George Hong, head of the Asia-Pacific quantitative and risk strategies team at Credit Suisse, dialled in from his Hong Kong office to talk about his new paper on the valuation of quanto derivatives.
Quanto options gained popularity in the 90s as a way of taking a position on an asset without taking on its currency risk. The derivatives essentially allow an investor to take a position on a particular asset denominated in one currency, whereas the instrument itself is settled in another currency at a certain foreign exchange rate.
Despite financial institutions’ widening global footprint, and a corresponding increase in their forex risk management capabilities, quantos still remain a popular product in Asian markets. This is mainly because of the higher yields they can offer in a yield-starved environment, argues Hong.
“For example if the investor is bullish on Nikkei, but if the interest rate is too low on the Japanese yen, then by choosing a quanto derivative which has the payoff currency in, say, Australian dollars – which obviously has a much higher interest rate – one can get the best of both worlds compared to a non-quanto vanilla note which is yen-denominated,” said Hong.
However, the products aren’t easy to value. Back in the 1990s, in a constant volatility environment, a simple tweak to the drift term of the Black-Scholes model would have allowed one to value quanto options very easily. But today, with volatility skew, most valuation techniques can be quite cumbersome to compute and implement. Simple shortcuts might exist that can value the products quicker, but they lack accuracy.
Hong has developed a model that uses the so-called stochastic collocation method – a tool for quantifying uncertainty – to value quanto options. According to Hong, it is fast, more accurate and simpler to implement than existing techniques.
“The old ad hoc approach or implied approach, they were very successful because of a few things. They were very simple to understand; it was universal, it was very easy to implement and it was also very fast. What I am hoping to achieve is that this new method can retain all these advantages, but at the same time be much more accurate in capturing the volatility of skew,” said Hong.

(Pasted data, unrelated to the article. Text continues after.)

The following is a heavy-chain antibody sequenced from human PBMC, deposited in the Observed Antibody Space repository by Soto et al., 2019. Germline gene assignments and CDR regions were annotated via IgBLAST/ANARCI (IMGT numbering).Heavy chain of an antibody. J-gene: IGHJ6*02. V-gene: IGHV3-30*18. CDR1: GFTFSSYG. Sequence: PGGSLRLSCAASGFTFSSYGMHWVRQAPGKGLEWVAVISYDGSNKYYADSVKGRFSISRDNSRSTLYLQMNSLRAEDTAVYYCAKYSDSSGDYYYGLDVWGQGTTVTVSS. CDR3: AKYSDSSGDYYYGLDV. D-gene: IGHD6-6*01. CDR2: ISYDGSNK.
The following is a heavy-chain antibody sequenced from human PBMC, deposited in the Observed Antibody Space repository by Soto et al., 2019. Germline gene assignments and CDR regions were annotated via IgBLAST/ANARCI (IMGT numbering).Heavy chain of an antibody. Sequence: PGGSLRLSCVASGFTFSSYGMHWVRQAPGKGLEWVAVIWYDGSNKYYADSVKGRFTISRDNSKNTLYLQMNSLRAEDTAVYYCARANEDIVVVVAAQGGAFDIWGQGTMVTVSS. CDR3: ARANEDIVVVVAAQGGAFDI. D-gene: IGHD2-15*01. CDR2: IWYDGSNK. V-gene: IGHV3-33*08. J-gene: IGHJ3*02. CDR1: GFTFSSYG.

The quant also said he will be doing more exploration into the use of stochastic collocation in his future research, and highlighted that more quant talent is needed in Asian markets because of the “quant drought” in Asia.
“There is a high demand and low supply of quants in the Asian markets. With a lot of exciting trends, say, for example, incorporating data science into quantitative finance, there is actually a lot of quant problems to solve here in Asia. It will be great if we can see more quants move to Asia,” said Hong.
1:03 Quanto options
1:30 Why are quanto options popular?
4:34 Difficulty in valuing quanto derivatives
7:28 Industry practices for valuing quantos
9:20 Simplified approaches
11:05 Introduction of the paper
13:14 Advantages of the new model
14:48 Challenges to implementation of new model
16:12 Future research
17:30 Problems to solve in Asian markets
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